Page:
So but in that moment, it's like you're thinking about oh, my gosh, my gun, my badge, my job, everything's gonna get stripped away. I'm gonna have to do it, did it come off the road and then do desk work, which reminds Yeah, for somebody with with our personality, it's just like it, you know, we have to have purpose, and we don't want to sit behind it. And listen, there's nothing wrong with it. We need all these people. And we need all these jobs with different personalities need different things to be fueled. And so the whole reason I like for you to tell that stories because sometimes bad bad things happen, that give you the time to sit down and focus and be still. And when you're still things can happen. And that's where the pandemic for a lot of people we were able to be still and that's what our culture has changed so much. And so if you're listening or watching this the first thing to know that if something is bad, like you're gonna have to look for those signs that are you know, that there's more or you're outperforming your colleagues or you're doing amazing things in somebody else's business, but then the other people around you when I was in healthcare and did sales, I would, you know, recruit more people and outperform people and my bosses did not like me because they're like, you're so reactive and you want answers right now and there's a bigger picture and you don't understand what's going on and you have To stop reacting and in some of that, I do agree with that someone else's emergency is not always my emergency. And so it taught me a lot. But on the flip side of things, it taught me what I didn't want. And so now there's pros and cons to everything. But, you know, a couple of things is that you came out of that started a business. And right out of the gate, you wrote a book about the largest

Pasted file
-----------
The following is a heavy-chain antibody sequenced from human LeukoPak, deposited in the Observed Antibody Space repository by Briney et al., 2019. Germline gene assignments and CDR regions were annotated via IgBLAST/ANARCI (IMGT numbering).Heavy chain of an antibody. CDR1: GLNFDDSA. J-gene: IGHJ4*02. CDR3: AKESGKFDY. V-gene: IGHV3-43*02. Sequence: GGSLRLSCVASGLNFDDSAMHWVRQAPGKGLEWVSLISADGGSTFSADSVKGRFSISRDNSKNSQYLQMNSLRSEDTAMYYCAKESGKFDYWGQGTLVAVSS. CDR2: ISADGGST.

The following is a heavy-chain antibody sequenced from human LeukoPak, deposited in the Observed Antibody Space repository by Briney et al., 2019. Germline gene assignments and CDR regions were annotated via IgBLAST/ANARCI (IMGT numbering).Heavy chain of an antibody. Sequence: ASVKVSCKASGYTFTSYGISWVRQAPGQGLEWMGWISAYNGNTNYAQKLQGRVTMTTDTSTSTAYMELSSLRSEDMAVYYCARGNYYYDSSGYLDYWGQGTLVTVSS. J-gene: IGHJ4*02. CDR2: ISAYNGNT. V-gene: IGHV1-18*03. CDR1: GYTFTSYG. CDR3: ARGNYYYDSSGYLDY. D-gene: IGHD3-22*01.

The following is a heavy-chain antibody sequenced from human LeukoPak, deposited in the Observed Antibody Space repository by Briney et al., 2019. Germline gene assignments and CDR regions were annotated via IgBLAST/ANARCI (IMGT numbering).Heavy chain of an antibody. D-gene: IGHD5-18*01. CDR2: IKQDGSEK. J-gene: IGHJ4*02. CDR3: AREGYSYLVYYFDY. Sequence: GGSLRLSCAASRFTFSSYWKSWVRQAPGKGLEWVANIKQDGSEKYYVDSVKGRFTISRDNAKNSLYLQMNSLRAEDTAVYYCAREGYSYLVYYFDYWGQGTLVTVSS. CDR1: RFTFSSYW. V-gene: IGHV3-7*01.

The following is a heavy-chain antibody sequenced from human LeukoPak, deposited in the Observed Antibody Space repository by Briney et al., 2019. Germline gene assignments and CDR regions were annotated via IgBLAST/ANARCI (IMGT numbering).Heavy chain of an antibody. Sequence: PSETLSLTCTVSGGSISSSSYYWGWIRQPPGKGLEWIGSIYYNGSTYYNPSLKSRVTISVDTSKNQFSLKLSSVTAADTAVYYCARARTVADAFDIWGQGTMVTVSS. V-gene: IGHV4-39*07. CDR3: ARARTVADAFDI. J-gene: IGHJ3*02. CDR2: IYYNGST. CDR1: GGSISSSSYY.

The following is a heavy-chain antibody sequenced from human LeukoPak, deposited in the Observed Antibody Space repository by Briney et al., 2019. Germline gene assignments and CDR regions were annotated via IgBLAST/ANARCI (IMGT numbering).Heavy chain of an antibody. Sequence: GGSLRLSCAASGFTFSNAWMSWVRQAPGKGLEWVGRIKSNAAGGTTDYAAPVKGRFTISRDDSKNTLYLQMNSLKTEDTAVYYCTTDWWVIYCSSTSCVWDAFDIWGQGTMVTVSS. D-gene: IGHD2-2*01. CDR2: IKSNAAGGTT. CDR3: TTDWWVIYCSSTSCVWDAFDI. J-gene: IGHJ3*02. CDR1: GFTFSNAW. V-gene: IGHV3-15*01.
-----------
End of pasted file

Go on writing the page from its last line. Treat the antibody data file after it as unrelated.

Cocaine Seizure and national history. Yeah. And it's called, well, the original version was called gray Rouse and Father 1422, which 1422 was the case number. And then it was rewritten. And now is on Amazon, it is called the good line.
Yeah. And I mean, if you look at the cover, you could probably guess, you know, a lot of coke, but it is, there were a lot of people in this community, like involved in that stuff. And just having people involved reading it, they're like, oh, my gosh, I as a consumer, or is that what you would call people who don't really know the day to day drug world, like, you know, an average consumer who's editing a book and she's like, holy shit, you know, I'd go to that Walgreens and get my my prescriptions filled. And I didn't know at 3:32pm in broad daylight, you know, there's these big drug deals going on, and you're leaving your dog and your kid in the car running because it's daylight, you think you're in a safe area, it's just been bringing awareness to the community is so much more important. But the reason I'm asking you this is because y'all, you're not gonna go write a book and make a million dollars overnight.